Vinyl Corner is a feature where we take a look at vinyl pressings of various albums and weigh them up to see just how good they sound, how well they’re pressed and what sort of packaging to expect – as well as giving a brief overview of the music itself. It’s time now for the penultimate instalment in our Janis Ian reissue series, where this time we look at her 1977 effort ‘Miracle Row’.
By 1977, Janis Ian’s career had already stretched back a decade. It might be easy to assume, then, that it was time for a change – especially considering the raft of new styles appearing around the time. While ‘Miracle Row’ does feature a few cursory nods to the prevailing trends of the time, by and large it’s business as usual for Janis Ian. Indeed, there’s arguably not quite enough to differentiate this from the rest of her ’70s output and proceedings do feel rather familiar to those who’ve heard her previous efforts. By the same flip of the coin, however, it could also be argued that seeing as her brand of heart-ache infused song writing wasn’t broken, why should she fix it? Although more could have been done to freshen up her artistic direction on the album, it retains as much focus as any of her previous efforts and delivers another set of songs likely to engage those already taken with her earlier work.
By the late ’70s, most labels – including Columbia, who released this album – had incrementally shaved off weight from their vinyl pressings until they barely weighed anything at all. While the importance of vinyl weight is significantly overstated in general (there’s plenty of factors more important than that in considering how good a record is likely to sound), there’s no denying that a chunky, heavyweight record feels really good, aside from anything else. Although we haven’t actually handled an original pressing of Janis Ian’s 1977 album ‘Miracle Row’, we’d confidently bet that this 2018 reissue from Sony/Legacy weighs significantly more than any previous issue of the album. Pressing at the Czech Republic’s GZ Media, this pressing is very solid indeed and feels close to – if not the full – 180gs. It’s well cut with smooth edges and flat playing surfaces, but it’s not entirely free of flaw. We found a couple of superficial marks on the surfaces from new, including a noticeable scuff on side two – nothing that effects play but still a minor irritation on a new release. More importantly, however, the actual playback and sound quality is solid throughout. The noise floor is low with just a touch of minor surface crackle on the run-ins that’s drowned out immediately by the music. The songs that prominently feature a backing band sound more or less perfect; our copy is free of pops and fidelity is excellent, lacking distortion or any other sonic flaws. The album’s quieter moments sometimes reveal a smattering of light surface noise in the background of the soundscape but it’s nothing too distracting and, as we’ve said in our features on previous Ian LPs, attempting to find a comparatively clean original pressing is likely more trouble than it’s worth. As with the rest of these reissues, ‘Miracle Row’ has been remastered and it sounds good. The drums have a snappy, punchy impact that particularly stands out on the more upbeat moments and vocals are crisp but, as we’ve observed with some of the other reissues, the bass is a bit overbearing at times – not that that can’t be fixed with some slight EQ adjustment though.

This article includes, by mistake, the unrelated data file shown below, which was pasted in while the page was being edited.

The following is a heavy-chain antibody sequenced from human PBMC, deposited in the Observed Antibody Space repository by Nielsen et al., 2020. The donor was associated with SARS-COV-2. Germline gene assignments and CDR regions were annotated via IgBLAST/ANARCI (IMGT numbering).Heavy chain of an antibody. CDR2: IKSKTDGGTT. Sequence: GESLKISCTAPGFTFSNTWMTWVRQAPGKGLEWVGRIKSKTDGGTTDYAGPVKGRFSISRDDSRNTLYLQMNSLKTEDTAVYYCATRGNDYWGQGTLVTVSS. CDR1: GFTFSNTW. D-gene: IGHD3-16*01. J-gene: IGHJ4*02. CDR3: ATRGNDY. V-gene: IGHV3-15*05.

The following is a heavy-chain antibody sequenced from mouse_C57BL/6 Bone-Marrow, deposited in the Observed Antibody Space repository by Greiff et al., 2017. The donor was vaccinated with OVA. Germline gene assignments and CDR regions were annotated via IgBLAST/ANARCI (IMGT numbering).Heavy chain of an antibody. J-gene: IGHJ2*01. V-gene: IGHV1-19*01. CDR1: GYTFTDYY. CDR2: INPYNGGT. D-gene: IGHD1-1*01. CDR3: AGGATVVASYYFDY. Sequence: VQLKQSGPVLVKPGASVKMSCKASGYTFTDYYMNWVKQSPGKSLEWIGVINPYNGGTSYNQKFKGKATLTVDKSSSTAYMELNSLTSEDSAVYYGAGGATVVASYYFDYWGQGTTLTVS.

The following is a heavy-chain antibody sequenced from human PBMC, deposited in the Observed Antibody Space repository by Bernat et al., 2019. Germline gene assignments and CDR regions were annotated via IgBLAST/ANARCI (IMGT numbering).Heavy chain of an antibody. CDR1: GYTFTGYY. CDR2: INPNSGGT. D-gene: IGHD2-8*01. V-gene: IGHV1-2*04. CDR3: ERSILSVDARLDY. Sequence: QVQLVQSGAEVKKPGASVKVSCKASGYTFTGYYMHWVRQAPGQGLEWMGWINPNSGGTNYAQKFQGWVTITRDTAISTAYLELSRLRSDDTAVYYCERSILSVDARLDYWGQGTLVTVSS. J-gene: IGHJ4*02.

In terms of packaging this is easily the best of the five Janis Ian reissues. Replicating the original issue, the sleeve is gatefold where all the others are not and presentation greatly benefits from this. The sleeve itself feels much higher quality than the others, with the added sturdiness of the extra card leading to a well built sleeve which looks and feels really good. We’ve observed this with a couple of the other reissues as well, but the front cover image is slightly lacking in clarity when closely scrutinised but the font is sharply printed throughout and the back cover and inner gatefold spread look excellent. The inner gatefold shows lyrics to the full album, leaving the inner sleeve to instead replicate the original with some rather uninteresting abstract imagery. As with all other Legacy releases, an MP3 download code is also included and the redemption process is relatively easy and quick, unlike some download systems.
In terms of the pressing, ‘Miracle Row’ is on par with the other reissues in the series which it’s a part of, however presentation is excellent here and the gatefold sleeve goes above and beyond in comparison to the packaging of the other releases.